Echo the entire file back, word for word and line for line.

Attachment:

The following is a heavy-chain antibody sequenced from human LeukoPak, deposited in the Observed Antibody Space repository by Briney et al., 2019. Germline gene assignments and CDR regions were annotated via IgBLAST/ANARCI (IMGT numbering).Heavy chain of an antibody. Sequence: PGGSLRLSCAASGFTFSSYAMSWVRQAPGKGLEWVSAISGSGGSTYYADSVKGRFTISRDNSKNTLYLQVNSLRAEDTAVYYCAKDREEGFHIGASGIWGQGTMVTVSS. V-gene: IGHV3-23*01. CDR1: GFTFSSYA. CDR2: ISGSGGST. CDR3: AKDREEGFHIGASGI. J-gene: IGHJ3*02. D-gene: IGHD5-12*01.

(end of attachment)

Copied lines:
The following is a heavy-chain antibody sequenced from human LeukoPak, deposited in the Observed Antibody Space repository by Briney et al., 2019. Germline gene assignments and CDR regions were annotated via IgBLAST/ANARCI (IMGT numbering).Heavy chain of an antibody. Sequence: PGGSLRLSCAASGFTFSSYAMSWVRQAPGKGLEWVSAISGSGGSTYYADSVKGRFTISRDNSKNTLYLQVNSLRAEDTAVYYCAKDREEGFHIGASGIWGQGTMVTVSS. V-gene: IGHV3-23*01. CDR1: GFTFSSYA. CDR2: ISGSGGST. CDR3: AKDREEGFHIGASGI. J-gene: IGHJ3*02. D-gene: IGHD5-12*01.